Alabama gubernatorial election, 1970

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The Alabama gubernatorial election of 1970 was marked by very hard Democratic primary battle between incumbent moderate Governor Albert Brewer and segregationist former Governor and 1968 independent presidential candidate George Wallace.

Democratic Party primary[edit]

Candidates

Despite Wallace's popularity, Brewer was early seen as a front-runner. Brewer, a state Lieutenant Governor, had become Governor after death of Governor Lurleen Wallace (George's wife). A moderate, he became the first gubernatorial candidate since Reconstruction to openly court black voters.[1] Brewer, hoping to build a broad alliance between blacks and white working class voters, unveiled a progressive platform and accused Wallace of spending too much time outside the state, saying "Alabama needs a full-time governor.".[2]

Republican President Richard Nixon endorsed Brewer in order to break Wallace's political career and secure Deep South votes for him in the next elections (which could be carried again by Wallace, if he were to run again).

Wallace, whose presidential ambitions would have been destroyed with a defeat, ran on the very aggressive and dirty campaign using racist rhetoric while proposing few ideas of his own.[3] The Wallace campaign aired TV ads with slogans such as "Do you want the black block electing your governor?" and circulated an ad showing a white girl surrounded by seven black boys, with the slogan "Wake Up Alabama! Blacks vow to take over Alabama."[4] Wallace called Brewer a sissy[5] and promised not to run for president a third time.[6]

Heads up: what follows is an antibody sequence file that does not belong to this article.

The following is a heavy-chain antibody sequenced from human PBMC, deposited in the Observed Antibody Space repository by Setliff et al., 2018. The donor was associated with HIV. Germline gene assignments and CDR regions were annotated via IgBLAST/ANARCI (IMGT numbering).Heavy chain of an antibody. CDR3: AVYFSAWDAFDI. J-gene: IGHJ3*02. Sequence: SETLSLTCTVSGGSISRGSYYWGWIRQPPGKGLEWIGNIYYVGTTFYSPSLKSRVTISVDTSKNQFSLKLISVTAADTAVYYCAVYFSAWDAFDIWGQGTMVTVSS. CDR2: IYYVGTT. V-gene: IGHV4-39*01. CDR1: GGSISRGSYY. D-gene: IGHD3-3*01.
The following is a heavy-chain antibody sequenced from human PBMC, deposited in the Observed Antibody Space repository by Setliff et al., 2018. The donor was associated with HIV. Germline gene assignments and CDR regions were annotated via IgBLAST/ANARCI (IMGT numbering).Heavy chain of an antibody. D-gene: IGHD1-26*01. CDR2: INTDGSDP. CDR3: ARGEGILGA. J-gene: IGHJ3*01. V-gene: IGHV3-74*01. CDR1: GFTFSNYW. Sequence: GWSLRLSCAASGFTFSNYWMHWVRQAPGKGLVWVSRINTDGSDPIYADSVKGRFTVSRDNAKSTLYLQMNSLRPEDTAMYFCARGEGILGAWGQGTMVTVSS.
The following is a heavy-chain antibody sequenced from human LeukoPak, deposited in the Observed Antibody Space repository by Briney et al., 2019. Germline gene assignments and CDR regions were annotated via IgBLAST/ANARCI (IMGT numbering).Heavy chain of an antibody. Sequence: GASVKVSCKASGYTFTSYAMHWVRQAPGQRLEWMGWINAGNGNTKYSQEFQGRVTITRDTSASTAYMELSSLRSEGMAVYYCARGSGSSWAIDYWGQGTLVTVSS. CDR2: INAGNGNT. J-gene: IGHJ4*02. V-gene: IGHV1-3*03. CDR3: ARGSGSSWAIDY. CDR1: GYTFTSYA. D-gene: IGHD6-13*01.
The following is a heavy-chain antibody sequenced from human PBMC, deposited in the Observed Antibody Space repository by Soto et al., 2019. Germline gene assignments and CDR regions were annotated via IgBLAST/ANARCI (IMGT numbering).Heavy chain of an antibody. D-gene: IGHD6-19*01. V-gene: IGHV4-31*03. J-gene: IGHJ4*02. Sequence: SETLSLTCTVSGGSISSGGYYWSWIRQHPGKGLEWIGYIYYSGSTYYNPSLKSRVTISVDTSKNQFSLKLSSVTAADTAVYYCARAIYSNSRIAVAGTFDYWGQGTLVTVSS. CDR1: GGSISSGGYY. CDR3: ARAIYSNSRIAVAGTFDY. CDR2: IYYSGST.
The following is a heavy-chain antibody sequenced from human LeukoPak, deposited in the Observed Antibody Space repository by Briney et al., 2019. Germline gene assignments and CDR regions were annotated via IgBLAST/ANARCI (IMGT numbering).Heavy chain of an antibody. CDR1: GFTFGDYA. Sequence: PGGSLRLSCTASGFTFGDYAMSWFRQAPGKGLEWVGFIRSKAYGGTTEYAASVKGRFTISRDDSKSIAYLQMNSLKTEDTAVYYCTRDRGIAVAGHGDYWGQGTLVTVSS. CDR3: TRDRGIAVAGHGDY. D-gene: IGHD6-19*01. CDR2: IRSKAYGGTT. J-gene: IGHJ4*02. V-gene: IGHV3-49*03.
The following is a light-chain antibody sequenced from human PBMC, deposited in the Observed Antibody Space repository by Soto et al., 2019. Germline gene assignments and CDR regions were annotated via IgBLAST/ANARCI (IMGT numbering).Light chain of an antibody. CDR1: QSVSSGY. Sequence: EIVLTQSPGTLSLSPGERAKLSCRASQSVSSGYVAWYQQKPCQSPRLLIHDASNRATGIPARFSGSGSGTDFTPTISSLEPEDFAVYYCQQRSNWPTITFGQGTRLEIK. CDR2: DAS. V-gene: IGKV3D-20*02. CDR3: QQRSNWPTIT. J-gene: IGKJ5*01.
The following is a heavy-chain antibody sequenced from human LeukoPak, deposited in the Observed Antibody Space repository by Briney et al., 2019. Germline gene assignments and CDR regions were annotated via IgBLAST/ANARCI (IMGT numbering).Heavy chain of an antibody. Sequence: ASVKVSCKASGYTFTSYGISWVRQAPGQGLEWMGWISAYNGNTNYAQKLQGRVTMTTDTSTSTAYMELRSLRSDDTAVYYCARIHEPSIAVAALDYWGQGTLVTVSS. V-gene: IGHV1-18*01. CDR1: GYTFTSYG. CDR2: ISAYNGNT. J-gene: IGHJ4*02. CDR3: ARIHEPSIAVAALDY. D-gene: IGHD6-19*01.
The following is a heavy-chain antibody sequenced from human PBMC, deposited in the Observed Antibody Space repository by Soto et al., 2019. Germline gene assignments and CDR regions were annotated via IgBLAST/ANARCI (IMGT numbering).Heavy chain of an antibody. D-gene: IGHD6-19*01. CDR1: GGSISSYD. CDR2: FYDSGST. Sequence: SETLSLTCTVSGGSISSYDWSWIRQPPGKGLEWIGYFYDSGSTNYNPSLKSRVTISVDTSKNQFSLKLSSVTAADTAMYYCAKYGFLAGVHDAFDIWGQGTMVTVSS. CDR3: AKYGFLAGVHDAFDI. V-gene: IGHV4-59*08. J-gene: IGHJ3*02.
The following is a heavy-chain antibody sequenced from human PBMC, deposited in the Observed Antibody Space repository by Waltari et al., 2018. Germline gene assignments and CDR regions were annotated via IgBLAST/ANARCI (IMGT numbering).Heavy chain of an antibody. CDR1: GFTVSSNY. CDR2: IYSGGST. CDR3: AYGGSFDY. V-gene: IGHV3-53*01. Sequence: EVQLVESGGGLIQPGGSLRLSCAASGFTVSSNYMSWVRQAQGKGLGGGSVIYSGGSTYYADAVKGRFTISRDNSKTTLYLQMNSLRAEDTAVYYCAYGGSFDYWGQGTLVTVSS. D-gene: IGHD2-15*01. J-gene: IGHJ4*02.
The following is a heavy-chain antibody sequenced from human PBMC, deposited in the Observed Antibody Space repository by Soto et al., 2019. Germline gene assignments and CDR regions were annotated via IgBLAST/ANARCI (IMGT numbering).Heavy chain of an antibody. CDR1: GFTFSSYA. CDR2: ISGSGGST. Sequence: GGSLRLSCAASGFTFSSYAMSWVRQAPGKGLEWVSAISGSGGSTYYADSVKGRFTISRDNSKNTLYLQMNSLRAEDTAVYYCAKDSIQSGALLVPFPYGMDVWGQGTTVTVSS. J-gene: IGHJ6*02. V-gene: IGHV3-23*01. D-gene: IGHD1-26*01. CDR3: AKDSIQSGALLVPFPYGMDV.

Primary results[edit]

  • Brewer - 428,146 (41.98%)
  • Wallace - 416,443 (40.84%)
  • Woods - 149,987 (14.71%)
  • Carter - 15,441 (1.51%)
  • Folsom - 4,123 (0.40%)
  • Brown - 2,836 (0.28%)
  • Price - 2,804 (0.28%)

Runoff[edit]

Despite Brewer's victory in primary, he failed to win a majority and was forced into a runoff with Wallace.

  • Wallace - 559,832 (51.56%)
  • Brewer - 525,951 (48.44%)

Despite harsh situation Wallace's political career survived.

General election[edit]

Because at this time every Democratic nominee was regarded as a safe (Alabama was in fact one-party state), Wallace enjoyed easy victory.

The Republican Party didn't join the race.

See also[edit]

References[edit]

  1. ^ Rogers, William Warren, et al. Alabama: The History of a Deep South State. Tuscaloosa; The University of Alabama Press, 1994, 576.
  2. ^ http://www.steveflowers.us/columns/101205.htm Flowers, Steve, "Steve Flowers Inside the Statehouse", October 12, 2005
  3. ^ Warren, 576
  4. ^ http://www.decaturdaily.com/decaturdaily/news/060305/wallace.shtml Rawls, Phillip, "Book Rates George Wallace's '70 campaign as the nastiest", Decatur Daily, March 5, 2006
  5. ^ Rawls, March 5, 2005
  6. ^ Flowers, 2005